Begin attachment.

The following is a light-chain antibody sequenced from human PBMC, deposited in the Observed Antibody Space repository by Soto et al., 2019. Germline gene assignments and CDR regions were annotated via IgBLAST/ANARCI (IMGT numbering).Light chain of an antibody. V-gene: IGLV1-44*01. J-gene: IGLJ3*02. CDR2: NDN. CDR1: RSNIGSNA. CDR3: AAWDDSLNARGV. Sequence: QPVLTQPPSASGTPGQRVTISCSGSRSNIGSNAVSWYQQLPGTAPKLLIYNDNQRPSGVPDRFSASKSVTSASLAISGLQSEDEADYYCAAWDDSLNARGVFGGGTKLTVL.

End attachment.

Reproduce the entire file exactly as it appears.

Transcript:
The following is a light-chain antibody sequenced from human PBMC, deposited in the Observed Antibody Space repository by Soto et al., 2019. Germline gene assignments and CDR regions were annotated via IgBLAST/ANARCI (IMGT numbering).Light chain of an antibody. V-gene: IGLV1-44*01. J-gene: IGLJ3*02. CDR2: NDN. CDR1: RSNIGSNA. CDR3: AAWDDSLNARGV. Sequence: QPVLTQPPSASGTPGQRVTISCSGSRSNIGSNAVSWYQQLPGTAPKLLIYNDNQRPSGVPDRFSASKSVTSASLAISGLQSEDEADYYCAAWDDSLNARGVFGGGTKLTVL.